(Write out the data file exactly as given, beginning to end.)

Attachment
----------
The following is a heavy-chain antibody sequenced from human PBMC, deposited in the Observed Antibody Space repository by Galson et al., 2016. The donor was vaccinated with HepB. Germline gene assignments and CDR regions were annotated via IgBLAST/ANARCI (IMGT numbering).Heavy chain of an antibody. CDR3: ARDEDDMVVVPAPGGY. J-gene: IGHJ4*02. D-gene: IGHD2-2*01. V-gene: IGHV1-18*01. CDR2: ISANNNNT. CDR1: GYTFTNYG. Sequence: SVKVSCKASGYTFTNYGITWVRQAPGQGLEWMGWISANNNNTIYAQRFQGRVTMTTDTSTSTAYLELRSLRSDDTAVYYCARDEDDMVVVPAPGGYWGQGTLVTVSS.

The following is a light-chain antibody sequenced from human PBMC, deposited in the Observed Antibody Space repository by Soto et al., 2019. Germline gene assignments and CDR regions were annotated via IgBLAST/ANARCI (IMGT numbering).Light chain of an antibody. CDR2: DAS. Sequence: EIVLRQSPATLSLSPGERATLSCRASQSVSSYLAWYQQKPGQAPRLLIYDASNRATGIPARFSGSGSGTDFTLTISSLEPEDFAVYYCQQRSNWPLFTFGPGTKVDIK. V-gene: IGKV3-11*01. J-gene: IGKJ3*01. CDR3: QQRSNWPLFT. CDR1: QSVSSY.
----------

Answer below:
The following is a heavy-chain antibody sequenced from human PBMC, deposited in the Observed Antibody Space repository by Galson et al., 2016. The donor was vaccinated with HepB. Germline gene assignments and CDR regions were annotated via IgBLAST/ANARCI (IMGT numbering).Heavy chain of an antibody. CDR3: ARDEDDMVVVPAPGGY. J-gene: IGHJ4*02. D-gene: IGHD2-2*01. V-gene: IGHV1-18*01. CDR2: ISANNNNT. CDR1: GYTFTNYG. Sequence: SVKVSCKASGYTFTNYGITWVRQAPGQGLEWMGWISANNNNTIYAQRFQGRVTMTTDTSTSTAYLELRSLRSDDTAVYYCARDEDDMVVVPAPGGYWGQGTLVTVSS.

The following is a light-chain antibody sequenced from human PBMC, deposited in the Observed Antibody Space repository by Soto et al., 2019. Germline gene assignments and CDR regions were annotated via IgBLAST/ANARCI (IMGT numbering).Light chain of an antibody. CDR2: DAS. Sequence: EIVLRQSPATLSLSPGERATLSCRASQSVSSYLAWYQQKPGQAPRLLIYDASNRATGIPARFSGSGSGTDFTLTISSLEPEDFAVYYCQQRSNWPLFTFGPGTKVDIK. V-gene: IGKV3-11*01. J-gene: IGKJ3*01. CDR3: QQRSNWPLFT. CDR1: QSVSSY.